The soaring cost of living, which is having an increasingly crippling effect across the UK, left many of us waiting with baited breath to find out what Chancellor Jeremy Hunt would have to say in his Autumn Statement recently and whether it would be good news or bad news. So let’s see what the Autumn Statement means for the housing market.

While there was less said than expected about the UK housing market and the measures taken to protect it, there were a few potential positives to come out of it for anyone looking to buy a new property or sell their home.

The Statement, which was delivered to parliament on Thursday (November 17), hoped to make around £55bn in savings, which would be achieved through tax rises and cuts in government spending.

Unfortunately, it means that UK disposable incomes will be stretched even further in the coming months, as people struggle to meet the rising cost of living, taxation and mortgage rates. However, the hope is that these measures will enable the failing UK economy to eventually return to growth, stability and improved public services in time.

House prices are believed to be going down in the following year or so, although many have predicted that this won’t be quite as catastrophic a drop as some thought. The drop will hopefully be followed by a return to the more steady housing market which was seen prior to the pandemic. It is thought that house prices will eventually start to rise again, once the period of recession is over and the UK has a more stable economy.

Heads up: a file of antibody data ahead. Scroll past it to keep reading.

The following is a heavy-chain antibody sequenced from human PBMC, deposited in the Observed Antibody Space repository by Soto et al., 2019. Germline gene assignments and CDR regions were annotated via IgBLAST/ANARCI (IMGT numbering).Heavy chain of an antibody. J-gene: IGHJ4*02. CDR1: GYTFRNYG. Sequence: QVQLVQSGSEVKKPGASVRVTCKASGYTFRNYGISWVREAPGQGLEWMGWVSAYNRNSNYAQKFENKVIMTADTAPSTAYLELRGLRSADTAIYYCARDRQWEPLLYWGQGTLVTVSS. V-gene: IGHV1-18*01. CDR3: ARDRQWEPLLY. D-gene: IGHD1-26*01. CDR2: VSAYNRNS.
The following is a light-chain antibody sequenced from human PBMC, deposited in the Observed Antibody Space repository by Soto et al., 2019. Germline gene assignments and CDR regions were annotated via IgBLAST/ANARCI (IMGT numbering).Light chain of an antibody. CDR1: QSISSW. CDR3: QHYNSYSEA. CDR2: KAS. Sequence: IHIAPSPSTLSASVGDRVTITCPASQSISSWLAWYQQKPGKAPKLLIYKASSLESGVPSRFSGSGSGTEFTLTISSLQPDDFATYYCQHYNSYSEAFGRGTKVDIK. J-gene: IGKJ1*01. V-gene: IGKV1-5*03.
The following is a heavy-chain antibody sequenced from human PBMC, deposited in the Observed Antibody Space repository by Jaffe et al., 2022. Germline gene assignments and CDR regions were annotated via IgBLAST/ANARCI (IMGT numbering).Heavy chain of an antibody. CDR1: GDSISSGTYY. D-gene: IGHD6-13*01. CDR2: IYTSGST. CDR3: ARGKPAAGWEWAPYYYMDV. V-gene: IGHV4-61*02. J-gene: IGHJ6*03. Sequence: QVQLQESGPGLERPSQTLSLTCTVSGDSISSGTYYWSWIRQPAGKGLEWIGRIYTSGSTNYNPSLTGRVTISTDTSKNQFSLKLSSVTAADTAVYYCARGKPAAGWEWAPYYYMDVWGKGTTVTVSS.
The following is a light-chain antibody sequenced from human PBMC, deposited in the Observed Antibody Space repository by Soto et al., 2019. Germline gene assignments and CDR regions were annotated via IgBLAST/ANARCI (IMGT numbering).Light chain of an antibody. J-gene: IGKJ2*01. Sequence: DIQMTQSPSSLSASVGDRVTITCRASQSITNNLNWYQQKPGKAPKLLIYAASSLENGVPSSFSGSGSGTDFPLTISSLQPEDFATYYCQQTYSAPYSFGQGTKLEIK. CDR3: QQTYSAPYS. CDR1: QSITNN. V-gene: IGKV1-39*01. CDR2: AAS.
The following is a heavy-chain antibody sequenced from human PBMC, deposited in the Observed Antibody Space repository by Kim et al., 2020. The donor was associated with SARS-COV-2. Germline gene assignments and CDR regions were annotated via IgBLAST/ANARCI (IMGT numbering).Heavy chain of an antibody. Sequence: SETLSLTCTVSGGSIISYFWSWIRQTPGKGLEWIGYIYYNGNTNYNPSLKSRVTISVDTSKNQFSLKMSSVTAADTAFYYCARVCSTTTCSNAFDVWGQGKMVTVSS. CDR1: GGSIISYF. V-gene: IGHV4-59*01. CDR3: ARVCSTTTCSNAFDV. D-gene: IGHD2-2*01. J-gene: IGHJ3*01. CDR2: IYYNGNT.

What effect the changes to Stamp Duty Land Tax (SDLT) will have

For the UK housing market, the biggest point made in the Autumn statement was the decision to reverse former Chancellor Kwasi Kwarteng’s September mini budget changes which raised the residential nil rate tax threshold of SDLT from £125,000 to £250,000.

Mr Kwarteng’s cuts to SDLT mean that buyers have to pay much less tax when buying a new home and those savings can be put towards increased mortgage rates and the other fees which surround buying a property. But now there’s a deadline.

Jeremy Hunt announced that the stamp duty cuts would only remain in place until March 2025. This is likely to create a bottleneck in house buying in 2024, as many people choose to buy properties sooner rather than later in order to make the most of the lower taxation.

Mr Hunt said that the decision to limit the time that the cuts were in place, would create an incentive to support the housing market and the jobs associated with it by boosting transactions during the period the economy most needs it.

The massive rises in interest rates mean that people may be faced with higher mortgage bills sooner than they may have liked, but, when compared to the rising costs of rental prices, it may well be beneficial to make the most of the lower house prices and drop in SDLT and weather the storm for now.

While many housing experts have felt that Mr Hunt should have done more in the Autumn statement to help stimulate the UK housing market, by keeping in place the cuts to SDLT for a limited time, it might just be what the housing market needs to see through the coming months.

If you’re looking to buy a property and are looking for conveyancing solicitor who you can rely on to carry out the legal side give us a call today on 01243 823090 (Bognor Regis) / 01903 947947 (Steyning) to see how we can help.